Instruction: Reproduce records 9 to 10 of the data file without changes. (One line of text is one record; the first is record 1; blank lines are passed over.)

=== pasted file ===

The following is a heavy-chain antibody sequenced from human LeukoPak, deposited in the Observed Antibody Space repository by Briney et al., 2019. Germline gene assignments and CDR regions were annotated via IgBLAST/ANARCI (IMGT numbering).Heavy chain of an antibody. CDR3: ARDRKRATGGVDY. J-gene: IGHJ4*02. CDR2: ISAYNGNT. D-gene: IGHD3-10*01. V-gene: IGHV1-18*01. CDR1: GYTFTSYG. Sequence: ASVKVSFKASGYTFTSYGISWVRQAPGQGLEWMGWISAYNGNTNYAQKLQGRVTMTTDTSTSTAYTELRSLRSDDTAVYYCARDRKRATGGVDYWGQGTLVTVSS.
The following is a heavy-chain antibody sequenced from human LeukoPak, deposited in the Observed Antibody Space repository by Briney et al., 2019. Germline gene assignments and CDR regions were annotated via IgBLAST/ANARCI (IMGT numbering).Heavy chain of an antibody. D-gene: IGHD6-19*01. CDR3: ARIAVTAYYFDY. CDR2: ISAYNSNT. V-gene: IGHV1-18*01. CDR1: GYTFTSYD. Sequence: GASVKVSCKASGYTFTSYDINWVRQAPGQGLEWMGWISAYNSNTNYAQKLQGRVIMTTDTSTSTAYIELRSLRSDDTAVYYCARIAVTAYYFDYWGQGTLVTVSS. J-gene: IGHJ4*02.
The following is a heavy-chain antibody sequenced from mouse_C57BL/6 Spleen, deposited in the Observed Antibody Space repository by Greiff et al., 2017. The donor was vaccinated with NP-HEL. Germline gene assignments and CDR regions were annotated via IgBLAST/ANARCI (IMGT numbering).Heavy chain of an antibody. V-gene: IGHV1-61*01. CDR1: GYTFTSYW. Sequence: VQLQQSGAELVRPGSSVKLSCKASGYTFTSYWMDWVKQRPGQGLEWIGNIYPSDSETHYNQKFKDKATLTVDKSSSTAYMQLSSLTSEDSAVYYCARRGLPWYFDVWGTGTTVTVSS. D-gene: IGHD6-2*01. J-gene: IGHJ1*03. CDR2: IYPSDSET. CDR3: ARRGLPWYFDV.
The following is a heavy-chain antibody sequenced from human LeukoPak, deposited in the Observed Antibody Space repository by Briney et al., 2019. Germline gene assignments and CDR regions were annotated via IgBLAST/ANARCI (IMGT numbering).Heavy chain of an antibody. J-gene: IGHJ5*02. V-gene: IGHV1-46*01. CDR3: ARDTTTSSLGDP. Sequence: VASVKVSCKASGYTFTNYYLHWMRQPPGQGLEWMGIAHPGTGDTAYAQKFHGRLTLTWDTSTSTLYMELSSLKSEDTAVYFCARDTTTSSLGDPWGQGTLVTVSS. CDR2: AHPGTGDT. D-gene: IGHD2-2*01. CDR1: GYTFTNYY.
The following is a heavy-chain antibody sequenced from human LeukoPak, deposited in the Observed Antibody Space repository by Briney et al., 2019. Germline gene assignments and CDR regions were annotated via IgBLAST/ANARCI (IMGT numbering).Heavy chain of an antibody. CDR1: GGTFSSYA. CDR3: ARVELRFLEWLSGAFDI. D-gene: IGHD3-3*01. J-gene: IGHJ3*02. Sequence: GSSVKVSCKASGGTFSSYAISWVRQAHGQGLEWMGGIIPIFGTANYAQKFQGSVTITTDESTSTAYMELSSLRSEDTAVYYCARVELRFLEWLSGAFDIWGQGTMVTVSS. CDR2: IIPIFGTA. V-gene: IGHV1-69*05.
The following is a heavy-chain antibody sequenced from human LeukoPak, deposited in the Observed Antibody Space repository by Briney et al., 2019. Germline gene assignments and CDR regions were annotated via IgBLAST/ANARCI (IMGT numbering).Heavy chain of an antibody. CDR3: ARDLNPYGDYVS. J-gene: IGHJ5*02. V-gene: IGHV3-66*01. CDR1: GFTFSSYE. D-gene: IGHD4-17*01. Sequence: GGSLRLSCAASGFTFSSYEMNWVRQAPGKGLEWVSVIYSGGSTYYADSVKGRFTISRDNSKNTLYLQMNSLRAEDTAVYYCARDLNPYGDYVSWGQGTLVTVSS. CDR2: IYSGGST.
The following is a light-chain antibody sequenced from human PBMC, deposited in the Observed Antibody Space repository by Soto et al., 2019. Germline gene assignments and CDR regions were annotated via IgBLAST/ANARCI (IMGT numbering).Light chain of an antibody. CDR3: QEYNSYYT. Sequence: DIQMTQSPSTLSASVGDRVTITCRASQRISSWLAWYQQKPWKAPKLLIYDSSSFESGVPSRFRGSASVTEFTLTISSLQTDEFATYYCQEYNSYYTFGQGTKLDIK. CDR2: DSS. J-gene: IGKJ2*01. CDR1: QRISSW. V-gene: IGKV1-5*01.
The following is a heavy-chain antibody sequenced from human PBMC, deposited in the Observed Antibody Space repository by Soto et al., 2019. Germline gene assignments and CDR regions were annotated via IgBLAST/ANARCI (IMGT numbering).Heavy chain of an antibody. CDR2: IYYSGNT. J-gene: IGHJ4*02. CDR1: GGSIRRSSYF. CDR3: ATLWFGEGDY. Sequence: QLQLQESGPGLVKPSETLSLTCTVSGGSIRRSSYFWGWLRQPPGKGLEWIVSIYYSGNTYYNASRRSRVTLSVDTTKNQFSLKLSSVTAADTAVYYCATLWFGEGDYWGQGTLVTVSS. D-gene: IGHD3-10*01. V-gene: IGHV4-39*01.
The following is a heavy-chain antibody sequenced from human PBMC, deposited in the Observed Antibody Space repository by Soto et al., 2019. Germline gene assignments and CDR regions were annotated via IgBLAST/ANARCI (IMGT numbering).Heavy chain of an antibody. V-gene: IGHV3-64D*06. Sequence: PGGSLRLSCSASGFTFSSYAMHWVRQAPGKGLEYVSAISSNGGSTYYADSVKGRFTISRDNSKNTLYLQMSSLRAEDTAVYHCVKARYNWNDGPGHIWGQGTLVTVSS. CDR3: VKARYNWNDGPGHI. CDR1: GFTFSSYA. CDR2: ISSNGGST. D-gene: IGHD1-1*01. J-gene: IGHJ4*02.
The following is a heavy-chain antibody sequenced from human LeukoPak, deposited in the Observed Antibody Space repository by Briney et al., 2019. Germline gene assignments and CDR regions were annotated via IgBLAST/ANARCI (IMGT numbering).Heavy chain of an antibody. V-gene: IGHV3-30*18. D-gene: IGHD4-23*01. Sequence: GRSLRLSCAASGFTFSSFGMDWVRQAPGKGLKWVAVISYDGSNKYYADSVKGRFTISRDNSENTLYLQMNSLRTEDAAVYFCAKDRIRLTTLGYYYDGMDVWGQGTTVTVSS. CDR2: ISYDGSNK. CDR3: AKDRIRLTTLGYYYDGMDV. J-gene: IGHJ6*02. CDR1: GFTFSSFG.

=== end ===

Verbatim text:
The following is a heavy-chain antibody sequenced from human PBMC, deposited in the Observed Antibody Space repository by Soto et al., 2019. Germline gene assignments and CDR regions were annotated via IgBLAST/ANARCI (IMGT numbering).Heavy chain of an antibody. V-gene: IGHV3-64D*06. Sequence: PGGSLRLSCSASGFTFSSYAMHWVRQAPGKGLEYVSAISSNGGSTYYADSVKGRFTISRDNSKNTLYLQMSSLRAEDTAVYHCVKARYNWNDGPGHIWGQGTLVTVSS. CDR3: VKARYNWNDGPGHI. CDR1: GFTFSSYA. CDR2: ISSNGGST. D-gene: IGHD1-1*01. J-gene: IGHJ4*02.
The following is a heavy-chain antibody sequenced from human LeukoPak, deposited in the Observed Antibody Space repository by Briney et al., 2019. Germline gene assignments and CDR regions were annotated via IgBLAST/ANARCI (IMGT numbering).Heavy chain of an antibody. V-gene: IGHV3-30*18. D-gene: IGHD4-23*01. Sequence: GRSLRLSCAASGFTFSSFGMDWVRQAPGKGLKWVAVISYDGSNKYYADSVKGRFTISRDNSENTLYLQMNSLRTEDAAVYFCAKDRIRLTTLGYYYDGMDVWGQGTTVTVSS. CDR2: ISYDGSNK. CDR3: AKDRIRLTTLGYYYDGMDV. J-gene: IGHJ6*02. CDR1: GFTFSSFG.